"I'm not blaming one side or the other, but it has been totally weaponized," Mr. Fink said. "In my last CEO letter, the phrase ESG was not uttered once, because it's been unfortunately politicized and weaponized."
The comments represent something of an about-face for Mr. Fink, who, along with his firm, have become the face of ESG investing over the past several years. But BlackRock has increasingly come under fire from politicians and activists on both sides of the aisle, who have alternately accused Mr. Fink and his firm of pushing a "woke" agenda and harming the oil and gas industry, and not doing enough to divest from fossil fuels.
Republican governors and other state officials have pulled billions of dollars in public pension funds out of BlackRock to punish it for its ESG efforts, while activists on the left have increasingly targeted BlackRock and its executives with public protests against the firm's climate impact.
Earlier this year, BlackRock began providing home security services, including security guards and improved home security systems, to both Mr. Fink and President Rob Kapito, citing "potential threats to their safety that have originated in connection with their roles."
Mr. Fink told Mr. Rubenstein that BlackRock's business had lost $4 billion in mandates as a result of the political debate over ESG investing, which he described as "90% misinformation."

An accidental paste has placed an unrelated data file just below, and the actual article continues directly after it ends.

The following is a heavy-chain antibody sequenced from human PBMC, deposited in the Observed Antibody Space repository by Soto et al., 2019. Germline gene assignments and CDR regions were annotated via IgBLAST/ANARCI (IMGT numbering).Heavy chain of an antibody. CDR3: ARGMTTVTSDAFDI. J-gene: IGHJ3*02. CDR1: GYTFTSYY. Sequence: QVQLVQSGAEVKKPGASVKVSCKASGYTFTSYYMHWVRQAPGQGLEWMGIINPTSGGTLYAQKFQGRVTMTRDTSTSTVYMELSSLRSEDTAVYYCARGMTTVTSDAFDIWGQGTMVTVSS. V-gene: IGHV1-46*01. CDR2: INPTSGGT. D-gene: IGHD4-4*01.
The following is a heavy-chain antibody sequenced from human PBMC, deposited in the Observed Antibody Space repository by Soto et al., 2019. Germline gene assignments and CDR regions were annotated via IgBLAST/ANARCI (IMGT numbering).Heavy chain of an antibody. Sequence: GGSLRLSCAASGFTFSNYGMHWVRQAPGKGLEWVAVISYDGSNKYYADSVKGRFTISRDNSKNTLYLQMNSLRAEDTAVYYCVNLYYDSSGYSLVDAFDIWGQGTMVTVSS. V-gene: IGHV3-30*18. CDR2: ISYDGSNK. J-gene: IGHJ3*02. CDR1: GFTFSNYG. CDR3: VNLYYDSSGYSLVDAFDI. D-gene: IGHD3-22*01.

However, Mr. Fink stressed that the money the firm lost from Republican states was more than made up for by other institutional inflows.
"We had one of the best years ever," Mr. Fink said of 2022. "But I'm ashamed of being part of this conversation. When I write these (CEO) letters, it was never meant to be a political statement. I don't believe they were written as a political statement. They were written to identify long-term issues for our long-term investors."
Mr. Fink later walked back his statement that he was "ashamed" to be part of the ESG debate in response to a question from a reporter.
"I write about stakeholder capitalism, and I'm a big believer that you have to focus on all of your stakeholders," Mr. Fink said. "So, there's nothing to be ashamed about (ESG). I just don't use the word ESG anymore. I'm not going to use the word ESG because it's been misused by the far left and the far right."
When asked to clarify how the term had been misused by the far left, Mr. Fink said: "They don't care that it's not my money. They're asking us to do things that we're not permitted to do, and they would like us … to decarbonize," Mr. Fink said. "That's not my money. I mean, if our client wants to decarbonize, we're willing to work with them and help them in that pathway. We're investing in more decarbonization technology than we ever had in the last two years. But we've worked with our asset owners in blue states and red states and our job is to be working with them and helping them build a long-term solution."
During the wide-ranging conversation, Mr. Fink stressed that BlackRock's focus was on the long term, telling the audience that 55% of BlackRock's $9.1 trillion in assets under management is retirement assets.
"The problem is most of the narrative and financial markets is the tick-tock of the day," Mr. Fink said. "The financial media always talks about the hot trade, the great thing to hear, where you should put your money — none of that matters for long-term investing like retirement."
"The reality is, if the markets go up or down any one year, it has very little bearing if your liability is a 30-year liability of retirement," Mr. Fink added. "That was the fundamental foundation of all the 12 (CEO) letters that I wrote so far, which were all about long-term issues that I believe would impact positively to all the owners of our assets."